Native apps have full access to all the device hardware such as the camera, GPS, gyroscope etc. You can support complex functionality such as offline mode, push notifications and fetching data in the background so the user has the latest content available as soon as they open their app. Native apps also have the fastest possible performance as they don’t have middleware layers slowing things down. This results in a slick user interface that feels responsive and is satisfying to use.

Here’s a summary of the pros and cons of native apps:

Pros

Cons

Performance

Two development teams required to develop in different programming languages

Long term stability

Slower development times 

Full access to device features

Increased costs due to more team members and time involved

Offline data storage

Experienced/specialist developers required

Best UI and UX

 

No middleware layer

 

 

Pros and cons of hybrid apps

Native app development allows you to do anything that is possible on the iOS or Android platforms. While hybrid app development has some advantages in terms of time and cost, the savings are not actually significant and there are limitations which far outweigh the gains. Hybrid apps are a good option for prototypes or small, low priority apps, but for professional apps where quality and long term support is a concern, native applications are the best option.

The biggest advantage of hybrid apps is the ability to develop in a single programming language. There is no denying that this sounds like a great benefit, but it comes at a cost and there are several drawbacks to consider.

Whereas some hybrid app frameworks can allow you to do most of what you can do natively, there are limitations on what is possible. There isn’t scope in this article to give an in-depth review of each framework, so I will have to make some generalisations, but our experience in using different hybrid frameworks shows that most frameworks have at least some limitations such as not being able to store data offline, limited access to device hardware etc. Depending on an app’s specific requirements, it can be possible to select a framework where these limitations aren’t an issue, but software is exactly that… soft. Things change and new features are required so you can never be 100% certain that these limitations won’t be a problem in the future. By choosing native, you guarantee that you can do anything that is possible on the iOS or Android platforms.

While some hybrid platforms are better than others, you can nearly always tell when an app has been built in a hybrid framework just by using it. The user interface is often laggy, things take longer to load and the overall user experience just isn’t as good. This may be an acceptable compromise, but for a lot of brands the quality of their engagement with their customers is extremely important. So, having an app which is substandard compared to their competitors just isn’t an option.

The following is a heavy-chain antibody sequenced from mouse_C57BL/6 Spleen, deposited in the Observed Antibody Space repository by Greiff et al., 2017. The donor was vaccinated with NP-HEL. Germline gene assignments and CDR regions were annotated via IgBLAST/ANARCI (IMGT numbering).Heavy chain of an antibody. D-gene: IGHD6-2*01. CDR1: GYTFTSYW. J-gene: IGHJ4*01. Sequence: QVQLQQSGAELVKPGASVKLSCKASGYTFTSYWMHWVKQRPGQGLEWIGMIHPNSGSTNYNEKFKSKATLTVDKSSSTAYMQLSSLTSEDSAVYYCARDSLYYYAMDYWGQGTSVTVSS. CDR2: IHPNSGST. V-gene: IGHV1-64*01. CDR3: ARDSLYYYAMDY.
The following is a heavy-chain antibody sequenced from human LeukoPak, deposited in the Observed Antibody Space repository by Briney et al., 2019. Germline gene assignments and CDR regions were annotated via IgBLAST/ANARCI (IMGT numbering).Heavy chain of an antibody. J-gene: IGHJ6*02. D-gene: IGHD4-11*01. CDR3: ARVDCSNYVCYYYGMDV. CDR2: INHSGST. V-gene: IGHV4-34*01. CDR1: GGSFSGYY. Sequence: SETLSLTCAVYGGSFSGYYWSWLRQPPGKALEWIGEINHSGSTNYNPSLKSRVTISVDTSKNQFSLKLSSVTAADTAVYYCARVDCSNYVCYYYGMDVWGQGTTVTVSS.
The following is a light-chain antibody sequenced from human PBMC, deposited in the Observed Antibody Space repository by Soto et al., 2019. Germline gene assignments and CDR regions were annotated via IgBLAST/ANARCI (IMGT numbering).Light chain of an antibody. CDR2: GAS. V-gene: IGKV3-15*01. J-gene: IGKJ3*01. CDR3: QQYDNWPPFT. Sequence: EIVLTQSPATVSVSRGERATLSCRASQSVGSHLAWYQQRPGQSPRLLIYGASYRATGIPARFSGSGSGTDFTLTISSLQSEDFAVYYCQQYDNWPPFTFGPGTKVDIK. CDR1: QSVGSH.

And finally, the biggest issue with hybrid apps, in my opinion, is the fact that you are dependent on a middleware layer. As discussed earlier in this article, there is a risk that the framework becomes obsolete and you have to rebuild your app, but there is another issue which is highly likely to happen that will negatively affect your end users: Operating system updates.

Apple and Google release new versions of their mobile operating systems on a regular basis. Apple generally releases a major update every September, with dozens of minor updates throughout the year. Google takes a similar approach but  Android updates are generally quite slow to reach end users, whereas iOS updates are made available to end users within days of being announced.

This causes problems for developers as operating system updates can often mean that changes are required to their apps in order to keep them working when the update is released. As approved Apple developers, we get early access to operating system updates which allows us to test our apps before the update goes public. This provides a window of opportunity to make any required fixes and submit an updated app before the release date.

As hybrid apps use a middleware layer, it is not always possible to do this because the middleware layer needs to be updated first. So, you have to wait for an update to the framework before you can even start testing your app. We have experienced several occasions where the framework update wasn’t available until after the new operating system went public. Having a broken app in the app store is very damaging to a brand's reputation,  and as app developers, being unable to do anything about it until the middleware framework is patched is a very stressful situation. So if the uptime of your app is a high priority, then this reason alone is enough to make the decision to go native.

Here’s a list of pros and cons for hybrid app development:

Pros

Cons

Single programming language

Poorer performance

Only one dev team required

Limitations on functionality

Progress can be quicker 

No offline mode

 

Delays in supporting new OS versions